The Rutgers graph, which goes back 56 years, shows a disconcerting amount of snow is building in the north, for this early in the season.


Snow-cover enhances the amount of heat lost to outer space. Locally, after fresh snow, our temperatures can be a good ten degrees colder than just before the snow, when the ground was bare. Currently, where I live just south of 43 degrees north latitude, the ground is bare and we are being lulled by a somewhat easy-going and snow-free December. To our north, however, Hudson Bay is rapidly freezing over, and the vast snow-covered areas of Tundra and Taiga is creating the “Hounds of Winter”, which I expect to soon come howling south. WUWT reported parts of Siberia are already experiencing record cold.

So much of the Northern Hemisphere is land that an expanded, early snow-cover creates cold high pressure, while the North Atlantic and North Pacific are relatively warm. This clash creates amazing gales, bigger and more energetic than most hurricanes. In fact the deepest Aleutian and North Atlantic storms rival great typhoons, and the area covered by high winds is greater. It a good thing these monster storms stay away from inhabited areas (with the exception of Iceland, where the people have to be especially tough.)

The clash between cold land and warm oceans tends to perturb the jet stream. Rather than remaining zonal, (which I prefer because it traps the coldest air to the north), the jet is prone to loop south over land and north over the seas, and be “meridienal”, which creates the greatest arctic outbreaks, and snowstorms in the southern cities. This makes children happy and the adults, (who must face the heating bills and the snow shoveling), a bit grouchy.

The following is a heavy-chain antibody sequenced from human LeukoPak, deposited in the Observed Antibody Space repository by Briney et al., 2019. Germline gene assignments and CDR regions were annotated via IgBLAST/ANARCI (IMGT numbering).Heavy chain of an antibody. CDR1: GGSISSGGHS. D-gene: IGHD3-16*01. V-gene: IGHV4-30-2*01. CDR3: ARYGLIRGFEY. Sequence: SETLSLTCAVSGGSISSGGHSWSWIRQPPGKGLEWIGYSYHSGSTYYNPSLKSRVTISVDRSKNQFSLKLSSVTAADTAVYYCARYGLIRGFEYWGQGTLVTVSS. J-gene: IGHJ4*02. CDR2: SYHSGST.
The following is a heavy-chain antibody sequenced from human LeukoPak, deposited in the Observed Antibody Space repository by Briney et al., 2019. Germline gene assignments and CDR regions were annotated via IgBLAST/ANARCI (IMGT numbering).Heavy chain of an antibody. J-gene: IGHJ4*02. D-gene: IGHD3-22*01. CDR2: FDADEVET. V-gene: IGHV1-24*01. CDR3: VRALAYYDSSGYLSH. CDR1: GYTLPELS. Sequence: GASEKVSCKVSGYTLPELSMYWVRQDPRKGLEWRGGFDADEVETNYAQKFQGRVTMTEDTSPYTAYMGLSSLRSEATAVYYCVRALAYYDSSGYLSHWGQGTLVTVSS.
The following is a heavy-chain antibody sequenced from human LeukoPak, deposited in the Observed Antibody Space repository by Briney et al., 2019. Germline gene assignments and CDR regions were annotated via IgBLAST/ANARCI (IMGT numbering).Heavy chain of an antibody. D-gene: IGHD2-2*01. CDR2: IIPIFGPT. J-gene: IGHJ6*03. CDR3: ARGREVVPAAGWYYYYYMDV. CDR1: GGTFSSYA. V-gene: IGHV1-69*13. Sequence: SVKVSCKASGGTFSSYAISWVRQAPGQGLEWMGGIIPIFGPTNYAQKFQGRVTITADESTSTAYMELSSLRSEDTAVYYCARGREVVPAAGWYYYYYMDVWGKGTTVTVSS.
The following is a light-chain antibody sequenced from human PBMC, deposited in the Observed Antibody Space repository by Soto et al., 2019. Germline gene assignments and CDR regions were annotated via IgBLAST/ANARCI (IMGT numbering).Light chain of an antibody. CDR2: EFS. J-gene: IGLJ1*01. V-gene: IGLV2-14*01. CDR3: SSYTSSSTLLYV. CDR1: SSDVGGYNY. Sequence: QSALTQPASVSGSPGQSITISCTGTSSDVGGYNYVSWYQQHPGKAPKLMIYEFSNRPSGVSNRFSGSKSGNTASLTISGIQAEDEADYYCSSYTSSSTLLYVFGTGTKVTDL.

The fact the snow cover is at record levels does not bode well for a foolish world which has adopted a “green” policy and now faces a shortage of fossil fuels. I have done my small bit, collecting and purchasing eight cords of firewood to keep those near and dear to me warm, even if there are no deliveries of oil and propane. However I do waste my brain-cells worrying about others, though worry does no good.

I found myself looking back over the years, and recalled that in 2019 my little town went from a brown, leafy, rustling December to 36 inches of snow, in the space of three days. When I looked back at my old posts from that time I rediscovered two sonnets I liked, because they defeated worry. The first was from before the snow fell, and the second was from just after.

With holidays I nearly missed the last,
Brown day. It wasn’t on my Christmas list:
“The last, brown day.” Snow will make it be the past;
The white comes fast; the landscape’s kissed
By wool on trees and roads, but if a drift
Must block my path I wish a pile of leaves
To rustle through. The way sounds shift
From crisp to sift, from leaves to snow, just grieves
My heart, for I know snow is here to stay,
And therefore isn’t like the last, brown day.
Seize the moment, before it slips away.
Seize upon the last, brown day; in a kicking way
Rustle through leaves. Make life be play.
Rejoice all through the last, brown day.

With night’s snow fell a silence. It was deep
As the snow was deep; grew deeper as snow
Grew deeper. The world did not go to sleep
But was wary, waiting. I do not know
What it awaited. Anticipation,
Like a small boy restless in a cold bed,
Impatient for Christmas, breathed steam that hung
In the dark stillness. No blue, green or red
Christmas lights blinked. The power was out.
No furnace rumbled and no fridge hummed.
No sledding-hill’s child freed a far-off shout.
What broke silence was me. My fingers drummed
As I awaited the soft light of dawn
And the Power we need to turn back on.